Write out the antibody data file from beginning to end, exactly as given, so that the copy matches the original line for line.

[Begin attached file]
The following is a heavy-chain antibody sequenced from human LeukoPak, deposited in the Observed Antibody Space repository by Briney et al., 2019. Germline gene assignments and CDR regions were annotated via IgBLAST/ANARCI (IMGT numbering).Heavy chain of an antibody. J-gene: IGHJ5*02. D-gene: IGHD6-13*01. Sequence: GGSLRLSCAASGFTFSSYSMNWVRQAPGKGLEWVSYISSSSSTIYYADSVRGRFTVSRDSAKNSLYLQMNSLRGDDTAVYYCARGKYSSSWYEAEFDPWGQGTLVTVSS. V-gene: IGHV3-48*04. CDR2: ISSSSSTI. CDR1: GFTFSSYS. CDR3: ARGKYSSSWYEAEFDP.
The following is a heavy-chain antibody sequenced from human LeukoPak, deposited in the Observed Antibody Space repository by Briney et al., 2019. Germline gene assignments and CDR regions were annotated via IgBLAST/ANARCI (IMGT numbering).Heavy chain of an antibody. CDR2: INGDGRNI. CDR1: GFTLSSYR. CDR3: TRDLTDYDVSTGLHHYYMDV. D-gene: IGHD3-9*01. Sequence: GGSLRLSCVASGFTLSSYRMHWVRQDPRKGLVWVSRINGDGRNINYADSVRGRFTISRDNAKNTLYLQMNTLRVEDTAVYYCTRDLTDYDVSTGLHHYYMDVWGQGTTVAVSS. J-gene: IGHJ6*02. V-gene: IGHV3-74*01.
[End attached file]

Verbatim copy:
The following is a heavy-chain antibody sequenced from human LeukoPak, deposited in the Observed Antibody Space repository by Briney et al., 2019. Germline gene assignments and CDR regions were annotated via IgBLAST/ANARCI (IMGT numbering).Heavy chain of an antibody. J-gene: IGHJ5*02. D-gene: IGHD6-13*01. Sequence: GGSLRLSCAASGFTFSSYSMNWVRQAPGKGLEWVSYISSSSSTIYYADSVRGRFTVSRDSAKNSLYLQMNSLRGDDTAVYYCARGKYSSSWYEAEFDPWGQGTLVTVSS. V-gene: IGHV3-48*04. CDR2: ISSSSSTI. CDR1: GFTFSSYS. CDR3: ARGKYSSSWYEAEFDP.
The following is a heavy-chain antibody sequenced from human LeukoPak, deposited in the Observed Antibody Space repository by Briney et al., 2019. Germline gene assignments and CDR regions were annotated via IgBLAST/ANARCI (IMGT numbering).Heavy chain of an antibody. CDR2: INGDGRNI. CDR1: GFTLSSYR. CDR3: TRDLTDYDVSTGLHHYYMDV. D-gene: IGHD3-9*01. Sequence: GGSLRLSCVASGFTLSSYRMHWVRQDPRKGLVWVSRINGDGRNINYADSVRGRFTISRDNAKNTLYLQMNTLRVEDTAVYYCTRDLTDYDVSTGLHHYYMDVWGQGTTVAVSS. J-gene: IGHJ6*02. V-gene: IGHV3-74*01.